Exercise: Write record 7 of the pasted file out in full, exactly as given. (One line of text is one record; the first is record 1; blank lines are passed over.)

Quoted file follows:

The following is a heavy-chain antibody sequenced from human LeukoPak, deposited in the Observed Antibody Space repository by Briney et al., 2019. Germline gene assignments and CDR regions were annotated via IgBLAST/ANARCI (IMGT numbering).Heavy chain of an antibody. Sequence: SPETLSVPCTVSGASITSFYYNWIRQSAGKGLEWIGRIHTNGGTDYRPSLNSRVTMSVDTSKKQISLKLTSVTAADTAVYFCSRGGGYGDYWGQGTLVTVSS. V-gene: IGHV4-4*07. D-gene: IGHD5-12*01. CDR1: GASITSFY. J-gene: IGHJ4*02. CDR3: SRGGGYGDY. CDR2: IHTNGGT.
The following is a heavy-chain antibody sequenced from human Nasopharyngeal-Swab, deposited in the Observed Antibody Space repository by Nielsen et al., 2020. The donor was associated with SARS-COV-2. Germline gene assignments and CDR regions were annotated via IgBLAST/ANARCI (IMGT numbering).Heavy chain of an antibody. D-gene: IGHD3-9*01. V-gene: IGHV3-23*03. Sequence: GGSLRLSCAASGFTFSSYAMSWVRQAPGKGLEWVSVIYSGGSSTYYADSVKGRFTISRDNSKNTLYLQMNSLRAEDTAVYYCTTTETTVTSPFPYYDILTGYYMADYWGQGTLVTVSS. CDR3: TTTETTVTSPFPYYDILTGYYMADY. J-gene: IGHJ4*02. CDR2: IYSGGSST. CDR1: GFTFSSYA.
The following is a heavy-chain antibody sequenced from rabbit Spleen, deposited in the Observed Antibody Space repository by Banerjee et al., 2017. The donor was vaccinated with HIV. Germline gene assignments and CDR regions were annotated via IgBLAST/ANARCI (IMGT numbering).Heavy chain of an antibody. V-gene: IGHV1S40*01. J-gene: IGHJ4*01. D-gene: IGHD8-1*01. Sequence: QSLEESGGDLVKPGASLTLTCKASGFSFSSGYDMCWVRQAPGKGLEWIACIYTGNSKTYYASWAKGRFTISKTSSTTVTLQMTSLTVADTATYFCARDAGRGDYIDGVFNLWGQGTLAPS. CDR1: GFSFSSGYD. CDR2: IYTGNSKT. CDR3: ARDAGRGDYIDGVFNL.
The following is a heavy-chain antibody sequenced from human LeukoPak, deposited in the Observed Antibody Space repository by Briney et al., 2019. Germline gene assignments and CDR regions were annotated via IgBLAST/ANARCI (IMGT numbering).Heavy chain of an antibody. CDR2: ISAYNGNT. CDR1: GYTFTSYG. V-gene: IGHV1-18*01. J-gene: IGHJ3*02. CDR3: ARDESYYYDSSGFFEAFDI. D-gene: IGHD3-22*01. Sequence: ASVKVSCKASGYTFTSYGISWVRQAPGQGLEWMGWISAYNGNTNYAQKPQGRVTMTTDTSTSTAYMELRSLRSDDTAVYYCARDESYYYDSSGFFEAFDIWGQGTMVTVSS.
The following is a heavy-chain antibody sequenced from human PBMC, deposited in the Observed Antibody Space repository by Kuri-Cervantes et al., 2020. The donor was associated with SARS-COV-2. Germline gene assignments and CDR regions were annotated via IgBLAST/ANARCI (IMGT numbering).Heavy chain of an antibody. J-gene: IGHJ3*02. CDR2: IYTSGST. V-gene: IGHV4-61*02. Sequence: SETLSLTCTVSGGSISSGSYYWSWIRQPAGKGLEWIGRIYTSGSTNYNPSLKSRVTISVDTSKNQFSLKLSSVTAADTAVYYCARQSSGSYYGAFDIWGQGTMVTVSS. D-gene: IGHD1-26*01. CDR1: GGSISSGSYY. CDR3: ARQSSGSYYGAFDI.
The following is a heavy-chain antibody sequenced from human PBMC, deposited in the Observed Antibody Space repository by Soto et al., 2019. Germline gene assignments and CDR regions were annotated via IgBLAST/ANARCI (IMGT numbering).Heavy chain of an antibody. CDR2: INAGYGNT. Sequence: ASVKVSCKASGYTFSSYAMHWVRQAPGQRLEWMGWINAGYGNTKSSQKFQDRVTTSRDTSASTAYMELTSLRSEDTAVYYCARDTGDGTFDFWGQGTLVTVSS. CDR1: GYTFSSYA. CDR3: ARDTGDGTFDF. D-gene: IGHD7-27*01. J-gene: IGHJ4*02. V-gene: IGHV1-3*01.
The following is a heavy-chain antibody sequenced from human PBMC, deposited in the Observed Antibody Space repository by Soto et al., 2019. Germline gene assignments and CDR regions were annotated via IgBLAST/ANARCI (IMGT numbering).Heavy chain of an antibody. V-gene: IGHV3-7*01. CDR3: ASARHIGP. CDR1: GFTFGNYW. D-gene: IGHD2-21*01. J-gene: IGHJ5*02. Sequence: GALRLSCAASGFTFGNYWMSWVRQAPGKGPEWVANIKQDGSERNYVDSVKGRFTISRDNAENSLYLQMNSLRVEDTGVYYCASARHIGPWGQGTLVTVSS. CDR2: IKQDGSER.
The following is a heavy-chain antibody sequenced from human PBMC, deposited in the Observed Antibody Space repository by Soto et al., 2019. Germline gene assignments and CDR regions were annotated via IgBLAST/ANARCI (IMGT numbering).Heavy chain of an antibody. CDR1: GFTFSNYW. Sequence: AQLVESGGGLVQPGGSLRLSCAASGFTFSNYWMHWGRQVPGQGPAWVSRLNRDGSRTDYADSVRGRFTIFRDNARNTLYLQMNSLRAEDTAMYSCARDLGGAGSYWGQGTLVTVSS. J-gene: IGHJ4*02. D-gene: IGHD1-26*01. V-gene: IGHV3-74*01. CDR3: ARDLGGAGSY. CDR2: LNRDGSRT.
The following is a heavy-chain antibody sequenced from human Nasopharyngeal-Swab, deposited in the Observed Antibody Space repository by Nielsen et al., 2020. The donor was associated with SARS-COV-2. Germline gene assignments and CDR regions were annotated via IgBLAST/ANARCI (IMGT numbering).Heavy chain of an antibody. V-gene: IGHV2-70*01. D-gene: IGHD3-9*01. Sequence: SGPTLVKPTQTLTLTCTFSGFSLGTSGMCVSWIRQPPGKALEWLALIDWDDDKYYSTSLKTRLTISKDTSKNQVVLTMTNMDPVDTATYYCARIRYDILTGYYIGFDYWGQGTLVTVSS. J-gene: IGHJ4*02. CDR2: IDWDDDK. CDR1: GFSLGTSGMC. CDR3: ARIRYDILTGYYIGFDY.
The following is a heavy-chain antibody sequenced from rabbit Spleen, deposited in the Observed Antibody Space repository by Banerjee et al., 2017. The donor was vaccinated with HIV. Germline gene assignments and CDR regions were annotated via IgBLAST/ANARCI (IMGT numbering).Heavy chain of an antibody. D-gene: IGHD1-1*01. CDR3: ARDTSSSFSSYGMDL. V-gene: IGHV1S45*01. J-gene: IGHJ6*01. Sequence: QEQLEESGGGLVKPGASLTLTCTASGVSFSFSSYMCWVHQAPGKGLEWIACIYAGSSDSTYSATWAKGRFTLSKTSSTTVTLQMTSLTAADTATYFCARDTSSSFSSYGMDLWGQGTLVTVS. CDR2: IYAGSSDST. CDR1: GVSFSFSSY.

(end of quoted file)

The following is a heavy-chain antibody sequenced from human PBMC, deposited in the Observed Antibody Space repository by Soto et al., 2019. Germline gene assignments and CDR regions were annotated via IgBLAST/ANARCI (IMGT numbering).Heavy chain of an antibody. V-gene: IGHV3-7*01. CDR3: ASARHIGP. CDR1: GFTFGNYW. D-gene: IGHD2-21*01. J-gene: IGHJ5*02. Sequence: GALRLSCAASGFTFGNYWMSWVRQAPGKGPEWVANIKQDGSERNYVDSVKGRFTISRDNAENSLYLQMNSLRVEDTGVYYCASARHIGPWGQGTLVTVSS. CDR2: IKQDGSER.